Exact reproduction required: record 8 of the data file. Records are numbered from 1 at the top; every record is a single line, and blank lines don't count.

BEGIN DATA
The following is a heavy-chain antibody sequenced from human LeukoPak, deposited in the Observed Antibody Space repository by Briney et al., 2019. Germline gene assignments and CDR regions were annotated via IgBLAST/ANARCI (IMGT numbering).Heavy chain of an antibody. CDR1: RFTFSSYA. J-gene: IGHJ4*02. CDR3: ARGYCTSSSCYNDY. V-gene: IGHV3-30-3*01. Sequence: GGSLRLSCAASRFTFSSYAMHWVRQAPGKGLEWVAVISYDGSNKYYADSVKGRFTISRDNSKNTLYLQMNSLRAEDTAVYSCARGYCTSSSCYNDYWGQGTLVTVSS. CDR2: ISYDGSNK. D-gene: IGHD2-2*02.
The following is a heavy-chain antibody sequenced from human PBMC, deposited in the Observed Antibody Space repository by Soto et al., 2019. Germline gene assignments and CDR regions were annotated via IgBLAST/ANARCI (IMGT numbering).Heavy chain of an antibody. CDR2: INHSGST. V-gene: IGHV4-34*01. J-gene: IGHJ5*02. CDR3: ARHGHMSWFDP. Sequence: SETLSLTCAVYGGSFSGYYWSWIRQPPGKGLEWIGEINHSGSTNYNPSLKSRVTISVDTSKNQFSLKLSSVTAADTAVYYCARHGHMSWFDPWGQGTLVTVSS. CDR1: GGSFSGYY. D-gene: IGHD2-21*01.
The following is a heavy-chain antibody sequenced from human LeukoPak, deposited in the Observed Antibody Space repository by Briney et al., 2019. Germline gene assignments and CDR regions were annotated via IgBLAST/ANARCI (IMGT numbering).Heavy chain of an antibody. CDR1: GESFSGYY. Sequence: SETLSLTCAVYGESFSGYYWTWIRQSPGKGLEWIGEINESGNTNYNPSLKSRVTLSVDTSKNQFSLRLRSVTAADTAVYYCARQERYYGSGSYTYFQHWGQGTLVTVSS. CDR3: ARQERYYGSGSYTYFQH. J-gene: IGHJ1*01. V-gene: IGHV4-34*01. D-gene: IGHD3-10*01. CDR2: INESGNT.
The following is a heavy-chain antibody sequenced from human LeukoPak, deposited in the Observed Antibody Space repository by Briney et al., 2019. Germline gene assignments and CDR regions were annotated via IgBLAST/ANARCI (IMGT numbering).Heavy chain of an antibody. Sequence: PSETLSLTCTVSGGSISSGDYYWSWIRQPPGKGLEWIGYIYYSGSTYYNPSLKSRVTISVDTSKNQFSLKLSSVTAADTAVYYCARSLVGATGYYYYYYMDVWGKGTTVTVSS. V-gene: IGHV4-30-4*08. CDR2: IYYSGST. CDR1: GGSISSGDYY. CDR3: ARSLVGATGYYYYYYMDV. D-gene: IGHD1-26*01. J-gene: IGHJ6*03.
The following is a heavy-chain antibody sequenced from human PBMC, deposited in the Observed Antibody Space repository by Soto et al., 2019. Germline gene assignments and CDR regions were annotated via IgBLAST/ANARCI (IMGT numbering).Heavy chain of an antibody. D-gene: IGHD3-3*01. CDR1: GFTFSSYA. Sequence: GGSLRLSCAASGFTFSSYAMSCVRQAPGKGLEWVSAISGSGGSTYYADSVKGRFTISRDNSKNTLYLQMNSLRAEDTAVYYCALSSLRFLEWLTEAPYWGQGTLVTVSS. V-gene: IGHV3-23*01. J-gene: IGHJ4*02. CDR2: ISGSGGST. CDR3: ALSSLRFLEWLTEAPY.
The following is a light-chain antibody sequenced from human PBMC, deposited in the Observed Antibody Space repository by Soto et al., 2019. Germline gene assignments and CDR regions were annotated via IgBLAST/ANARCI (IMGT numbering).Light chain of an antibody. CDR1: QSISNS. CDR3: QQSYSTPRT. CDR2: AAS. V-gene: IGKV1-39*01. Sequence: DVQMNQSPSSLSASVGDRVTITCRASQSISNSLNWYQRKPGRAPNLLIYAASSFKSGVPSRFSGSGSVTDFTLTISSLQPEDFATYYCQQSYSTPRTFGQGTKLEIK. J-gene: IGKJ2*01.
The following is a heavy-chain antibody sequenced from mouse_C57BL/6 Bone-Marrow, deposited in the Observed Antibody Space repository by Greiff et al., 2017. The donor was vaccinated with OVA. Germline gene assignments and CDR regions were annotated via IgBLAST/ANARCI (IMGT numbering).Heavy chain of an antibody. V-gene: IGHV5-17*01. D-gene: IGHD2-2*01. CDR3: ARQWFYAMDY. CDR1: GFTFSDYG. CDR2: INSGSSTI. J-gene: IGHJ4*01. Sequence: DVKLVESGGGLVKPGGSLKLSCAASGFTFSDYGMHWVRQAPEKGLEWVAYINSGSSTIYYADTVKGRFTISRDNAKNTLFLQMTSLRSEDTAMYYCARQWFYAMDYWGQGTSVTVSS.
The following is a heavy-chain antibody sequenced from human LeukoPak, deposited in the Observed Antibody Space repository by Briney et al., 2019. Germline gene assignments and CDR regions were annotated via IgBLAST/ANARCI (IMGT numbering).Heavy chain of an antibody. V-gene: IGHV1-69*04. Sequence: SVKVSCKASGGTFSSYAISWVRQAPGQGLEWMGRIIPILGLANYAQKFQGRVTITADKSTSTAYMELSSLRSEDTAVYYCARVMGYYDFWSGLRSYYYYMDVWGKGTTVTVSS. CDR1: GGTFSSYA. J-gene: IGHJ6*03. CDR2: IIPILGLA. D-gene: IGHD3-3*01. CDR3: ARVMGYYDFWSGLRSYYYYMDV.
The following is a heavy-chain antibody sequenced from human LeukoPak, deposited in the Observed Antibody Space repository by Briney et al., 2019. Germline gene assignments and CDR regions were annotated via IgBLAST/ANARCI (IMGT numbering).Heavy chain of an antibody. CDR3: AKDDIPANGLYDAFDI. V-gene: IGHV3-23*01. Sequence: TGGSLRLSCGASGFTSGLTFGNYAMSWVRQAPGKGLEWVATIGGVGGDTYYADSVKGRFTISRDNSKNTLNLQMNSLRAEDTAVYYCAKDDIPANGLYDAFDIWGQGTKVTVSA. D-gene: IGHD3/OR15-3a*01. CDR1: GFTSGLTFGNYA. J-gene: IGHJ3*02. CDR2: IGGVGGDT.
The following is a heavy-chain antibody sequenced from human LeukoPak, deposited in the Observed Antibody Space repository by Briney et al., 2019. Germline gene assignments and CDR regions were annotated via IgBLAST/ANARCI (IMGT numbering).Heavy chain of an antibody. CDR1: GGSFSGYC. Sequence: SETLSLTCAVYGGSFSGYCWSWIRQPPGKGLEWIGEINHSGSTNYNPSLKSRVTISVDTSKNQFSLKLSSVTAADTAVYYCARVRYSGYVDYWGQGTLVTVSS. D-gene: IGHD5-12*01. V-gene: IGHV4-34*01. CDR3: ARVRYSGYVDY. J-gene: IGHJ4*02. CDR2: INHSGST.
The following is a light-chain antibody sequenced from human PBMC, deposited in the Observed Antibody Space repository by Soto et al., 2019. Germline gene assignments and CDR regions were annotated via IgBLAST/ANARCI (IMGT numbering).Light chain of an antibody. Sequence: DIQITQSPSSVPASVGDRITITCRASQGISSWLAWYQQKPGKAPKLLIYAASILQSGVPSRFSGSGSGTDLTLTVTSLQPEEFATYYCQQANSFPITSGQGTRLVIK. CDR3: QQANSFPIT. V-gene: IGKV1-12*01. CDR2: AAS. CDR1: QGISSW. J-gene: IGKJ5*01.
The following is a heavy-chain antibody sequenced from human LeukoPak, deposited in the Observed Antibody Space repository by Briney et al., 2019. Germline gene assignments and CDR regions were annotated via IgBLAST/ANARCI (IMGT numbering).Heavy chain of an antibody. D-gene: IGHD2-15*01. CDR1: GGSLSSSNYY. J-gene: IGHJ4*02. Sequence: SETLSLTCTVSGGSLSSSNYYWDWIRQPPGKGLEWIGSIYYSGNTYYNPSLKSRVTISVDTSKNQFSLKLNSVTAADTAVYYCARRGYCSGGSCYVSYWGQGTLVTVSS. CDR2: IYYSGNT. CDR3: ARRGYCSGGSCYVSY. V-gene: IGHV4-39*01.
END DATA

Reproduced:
The following is a heavy-chain antibody sequenced from human LeukoPak, deposited in the Observed Antibody Space repository by Briney et al., 2019. Germline gene assignments and CDR regions were annotated via IgBLAST/ANARCI (IMGT numbering).Heavy chain of an antibody. V-gene: IGHV1-69*04. Sequence: SVKVSCKASGGTFSSYAISWVRQAPGQGLEWMGRIIPILGLANYAQKFQGRVTITADKSTSTAYMELSSLRSEDTAVYYCARVMGYYDFWSGLRSYYYYMDVWGKGTTVTVSS. CDR1: GGTFSSYA. J-gene: IGHJ6*03. CDR2: IIPILGLA. D-gene: IGHD3-3*01. CDR3: ARVMGYYDFWSGLRSYYYYMDV.